We’ve been reviewing the comments posted on the Copyright Office website regarding the accounting regulations for Section 115. We are humbled that so many of you used our post as a guideline for your own comments, and we learned a lot from all of you. Thank you. Thank you for your thoughts and thank you for helping to take ownership of our future.
We thought you might be interested in reading comments from Lisa Thomas Music Services (publisher for independent songwriter/recording artists such as Don Henley and Glenn Frey of the Eagles, Randy Newman, Janet Jackson, Walter Becker of Steely Dan, Ray D. Parker, Jr., Mary Chapin Carpenter and Bonnie Raitt, among others), songwriters Danny O’Keefe , Michelle Shocked, Don Coyer, and Bob Regan as well as David’s comment. All of these songwriter’s thoughtful comments are part of the public record now and are up on the Copyright Office site, but we’ll reproduce David’s comment here:
December 10, 2012
Tanya M. Sandros
Deputy General Counsel
U.S. Copyright Office
101 Independence Ave. S.E.
Washington, D.C. 20559-6000
Re: In the Matter of the Mechanical and Digital Phonorecord Delivery Compulsory License, Proposed Regulations for Reporting Monthly and Annual Statements of Account for the making and distribution of phonorecords, Docket No. 2012-7
Dear Ms. Sandros:
I am David Lowery and I founded the bands Cracker and Camper Van Beethovan. I am also an instructor in the Music Business Program at the University of Georgia at Athens. I am writing to you regarding the proposed regulations for statutory licenses for mechanical royalties. These views are my own and should not be attributed to anyone else.
Other comments will address each of the proposed regulations, but I wanted to give you some general thoughts based on my experiences as a songwriter and music publisher. I want to emphasize that I am all for making music licensing easier, but am concerned that the Copyright Office get a clear picture of what it’s like for songwriters, especially independent songwriters, to live with the laws you make.
1. No Audit: As a songwriter, I have no idea whether I am being paid correctly by any digital service and I am not allowed to audit them. As far as I know, no digital service complies with the rules anyway, so it almost doesn’t matter whether the Copyright Office keeps them the same or changes the rules. This is untenable. When I gave a mechanical license to my record company, I could always audit the label’s mechanical royalty accountings if I chose to do so. Let’s be clear—the new boss is way worse than the old boss. If statements from digital services could be at least as bad as record company accountings, it would be a major step forward.
Respectfully, I would suggest that the Copyright Office should be working especially hard to provide songwriters with a good analog for a royalty audit.
2. Bait and Switch: I routinely receive a “notice of intention to use” my work that is always late. This violates the basic rule of statutory licensing. The “NOI” I receive often comes with a letter asking me to log into a website to see if I am owed money by the digital service or how much I am owed. When I go to the website I am asked to “sign” a click through agreement that makes significant changes to the few statutory rights I have. This is the worst kind of trickery and is worse than the worst direct mail campaigns because I can always throw away the junk mail. This trickery involves my life’s work and I’d rather not throw it away.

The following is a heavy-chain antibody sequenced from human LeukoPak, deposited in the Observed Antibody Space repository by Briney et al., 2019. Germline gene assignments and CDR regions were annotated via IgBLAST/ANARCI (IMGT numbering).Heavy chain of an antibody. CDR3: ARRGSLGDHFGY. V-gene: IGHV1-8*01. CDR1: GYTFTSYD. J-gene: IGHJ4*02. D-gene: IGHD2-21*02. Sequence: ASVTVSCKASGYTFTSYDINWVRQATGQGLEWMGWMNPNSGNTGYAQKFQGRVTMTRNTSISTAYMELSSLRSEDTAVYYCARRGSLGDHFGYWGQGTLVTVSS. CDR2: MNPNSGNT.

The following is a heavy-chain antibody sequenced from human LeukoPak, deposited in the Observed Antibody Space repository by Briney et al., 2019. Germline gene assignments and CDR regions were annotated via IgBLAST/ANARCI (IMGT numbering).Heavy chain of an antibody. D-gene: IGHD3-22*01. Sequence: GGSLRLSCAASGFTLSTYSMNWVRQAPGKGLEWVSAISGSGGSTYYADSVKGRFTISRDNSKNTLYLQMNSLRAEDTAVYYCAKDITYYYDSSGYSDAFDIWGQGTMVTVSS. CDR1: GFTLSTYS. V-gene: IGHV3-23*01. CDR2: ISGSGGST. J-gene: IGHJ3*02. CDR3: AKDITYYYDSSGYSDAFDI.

I respectfully suggest that the Copyright Office should expressly prohibit anyone who uses the statutory license from further burdening songwriters by trying to trick them into a click through agreement that makes them give up the rights the songwriter is entitled to under the Copyright Act.
3. Minimum Amount for Payment: Digital services sometimes issue a check for one penny along with the bait and switch trick license—yes, $0.01. I have no idea why they send a penny check, but I assume it has something to do with proving they paid for the rights they get in their click agreement. I also understand from songwriter friends that it is pretty common to get penny checks. So if these services can send a penny check when it benefits them, then why do I have to wait to earn $50 before I get paid? And what about the bait and switch technique is supposed to give me confidence that these services will ever pay my $50 and how would I ever know what my earnings were if I can’t audit?
I would respectfully point out to the Copyright Office that these services chose to get into the music business and they have known for over a decade what their obligations are. They save a bunch of money by using the statutory license instead of direct licensing, and I do not understand why they cannot simply pay what they owe when they owe it like everyone else is supposed to do.
4. Black Box: If I am lucky enough to get a certified statement from a CPA, I have no way of knowing if the CPA ever looked at my earnings or if there are any “black box” earnings that I’m entitled to. Given that I get no certifications and no audits, there’s no telling how much money should have been paid that wasn’t.
I respectfully suggest that the Copyright Office work with CPA associations to find clear guidelines for CPAs to follow that make the services pay out 100% of the money owed to songwriters or give it to the State unclaimed property agencies like an unclaimed utility deposit.
5. Don’t Protect Scofflaws: I am not convinced that these services have gotten all these mistakes done without a plan. Some may be innocent mistakes, but some seem very calculated. Respectfully, the Copyright Office should not allow services who have never complied with the law to get protection of the laws they have evaded.
Thank you for this opportunity to hear from me and other songwriters on this important issue.
David C. Lowery